Animal Liberation: Augmenting the Moral
Philosophy of Peter Singer
By Prof. John Tamilio
Although some of their roots
are ancient, liberation movements are a fairly modern phenomenon. As
the name suggests, liberation movements seek the deliverance of an oppressed
group. More specifically, liberationists expose institutional patterns
of oppression that construct and underlie sociopolitical worldviews in which
one group (the one that is privileged) wields power over another group (one
that is marginalized). Such patterns occupy precognitive levels; the
privilege typically assume that their position of power is natural.
That is how oppressive structures survive. When brought to light the
horrific, prejudicial nature of such patterns are made visible, which leads,
ideally, to rectification.
The work of the contemporary ethicist
Peter Singer, the philosopher whom Nigel Warburton deems “a modern day
gadfly” in the spirit of Socrates, has advanced the cause of animal
liberation more than any other thinker. This article will build on
Singer’s work adding another dimension to it. Before doing so,
however, we will place animal liberation in the context of other liberation
movements -- movements suggested in the previous paragraph.
II: A Survey of Liberation Movements
Historically, liberation movements have focused on human beings --
thinkers challenging what they see as an inherent though accepted ill within
a culture; a wrong in which one group sees itself as superior to another.
Historically, such marginalization has been based on race, ethnicity,
gender, sexual orientation, religion, and a host of other categories that
seek not to be deconstructed, for doing so would undermine their authority.
When Thomas Jefferson opened the Declaration of Independence with the phrase
“We hold these truths self-evident, that all men are created equal,” he
meant all white land owning men. Clearly he did not consider African
slaves (some of whom he owned) to be equals, nor did the term “men” mean the
archaic “mankind” so as to include women, who would not see the right to
vote for another 144 years.
The Civil Rights Movement was itself a
kind of liberation movement, but the term did not come into vogue until the
early 1970s, and even then it was not about the plight of blacks in America
per se. In 1971, the Peruvian priest and
theologian Gustavo Gutiérrez published Teología de la liberación:
Perspectivas, which was released in the United States two years later as A
Theology of Liberation: History, Politics, and Salvation. This seminal
text developed the concept “liberation theology,” which Gutiérrez coined in
his 1968 article (also written in Spanish): “Toward a Theology of
Liberation.” With the Latin American base communities as his context,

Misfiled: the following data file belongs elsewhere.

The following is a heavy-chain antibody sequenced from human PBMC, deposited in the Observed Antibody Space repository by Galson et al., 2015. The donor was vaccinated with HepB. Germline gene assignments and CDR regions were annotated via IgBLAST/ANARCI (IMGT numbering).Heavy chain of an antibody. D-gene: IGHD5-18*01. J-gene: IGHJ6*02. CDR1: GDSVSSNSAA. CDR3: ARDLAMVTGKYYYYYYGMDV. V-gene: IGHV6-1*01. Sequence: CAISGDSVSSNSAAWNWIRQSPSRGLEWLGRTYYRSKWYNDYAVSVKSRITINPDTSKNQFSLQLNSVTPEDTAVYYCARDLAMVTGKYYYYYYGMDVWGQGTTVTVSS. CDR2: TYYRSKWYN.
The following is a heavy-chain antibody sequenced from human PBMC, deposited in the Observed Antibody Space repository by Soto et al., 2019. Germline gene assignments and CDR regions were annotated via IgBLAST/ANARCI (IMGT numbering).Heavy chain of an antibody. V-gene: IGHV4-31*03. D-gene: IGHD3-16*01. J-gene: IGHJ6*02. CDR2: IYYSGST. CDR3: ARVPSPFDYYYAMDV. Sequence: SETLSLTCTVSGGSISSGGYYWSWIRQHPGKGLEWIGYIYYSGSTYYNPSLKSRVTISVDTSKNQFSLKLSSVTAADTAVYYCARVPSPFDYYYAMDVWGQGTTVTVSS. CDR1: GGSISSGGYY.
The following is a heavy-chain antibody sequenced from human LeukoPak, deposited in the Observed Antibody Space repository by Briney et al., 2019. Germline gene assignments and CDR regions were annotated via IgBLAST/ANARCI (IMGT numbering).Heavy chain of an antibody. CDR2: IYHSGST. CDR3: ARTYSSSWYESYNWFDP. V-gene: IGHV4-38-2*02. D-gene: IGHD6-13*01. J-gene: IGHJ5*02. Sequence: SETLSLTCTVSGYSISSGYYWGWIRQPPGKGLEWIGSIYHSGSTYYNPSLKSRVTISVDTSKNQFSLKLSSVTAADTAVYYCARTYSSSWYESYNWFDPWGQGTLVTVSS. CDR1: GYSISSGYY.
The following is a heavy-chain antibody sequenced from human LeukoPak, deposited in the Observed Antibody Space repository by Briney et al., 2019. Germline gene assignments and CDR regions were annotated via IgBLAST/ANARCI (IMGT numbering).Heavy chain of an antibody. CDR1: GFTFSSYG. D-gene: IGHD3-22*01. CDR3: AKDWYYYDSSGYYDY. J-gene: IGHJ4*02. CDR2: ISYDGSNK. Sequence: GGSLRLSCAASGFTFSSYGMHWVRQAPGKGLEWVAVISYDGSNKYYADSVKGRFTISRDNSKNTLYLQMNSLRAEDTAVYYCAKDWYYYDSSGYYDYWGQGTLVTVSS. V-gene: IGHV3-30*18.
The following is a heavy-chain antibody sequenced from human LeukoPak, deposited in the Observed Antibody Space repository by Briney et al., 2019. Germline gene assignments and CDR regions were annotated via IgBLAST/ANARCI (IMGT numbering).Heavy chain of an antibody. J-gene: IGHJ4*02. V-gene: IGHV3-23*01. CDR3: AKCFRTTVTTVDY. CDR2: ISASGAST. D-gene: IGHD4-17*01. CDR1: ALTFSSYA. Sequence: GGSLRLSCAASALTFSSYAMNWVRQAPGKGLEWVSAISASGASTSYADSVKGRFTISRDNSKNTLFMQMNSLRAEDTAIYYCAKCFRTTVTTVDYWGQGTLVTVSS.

Gutiérrez maintained that God has a “preferential option” for the poor.
To fully understand the Gospel, it needs to be read from the perspective of
the poor and oppressed, because these are the people to whom Jesus
ministered. The systematician Daniel L. Migliore, whose method is
heavily influenced by liberation theology, writes, “Latin American
theologians interpret Scripture in the light of their situation and their
situation in the light of Scripture. Within this hermeneutical circle
they affirm that God in Christ enters into solidarity with the poor.”
Other Latin American theologians lent their voices to this novel field:
Oscar Romero, Jon Sobrino, as well as Leonardo and Clodovis Boff to name a
Other social activists advocating for additional liberations
quickly followed, some surfacing concurrently with Gutiérrez. In the
spirit of Malcolm X, James Cone, the Charles August Briggs Distinguished
Professor of Systematic Theology at Union Theological Seminary, gave shape
to the black liberation movement. Four and a half decades before the
emergence of the Black Lives Matter campaign, Cone wrote A Black Theology of
Liberation. In this text he writes, “Black theology merely tries to
discern the activity of the Holy One in achieving the purpose of the
liberation of humankind from the forces of oppression.”
Cone’s work is quite controversial, though. In his passionate call for
justice -- for self-definition free from the shackles of institutional white
dominance -- he condones violence.
Feminism is itself a liberation
movement, one that predates the work of Gutiérrez and Cone. Many date
the origin of the modern Women’s Rights Movement to the middle of the
nineteenth century, with a focus on the work of Elizabeth Cady Stanton.
In 1848, Stanton presented her Declaration of Sentiments at the Seneca Falls
Convention in New York. This act launched the women’s suffrage
movement in America, leading, eventually, to the Nineteenth Amendment of the
United States Constitution giving women full voting rights. Today, the
term feminism conjures a theoretical framework that seeks to expose
misogynistic aspects of western patriarchal culture and to advocate full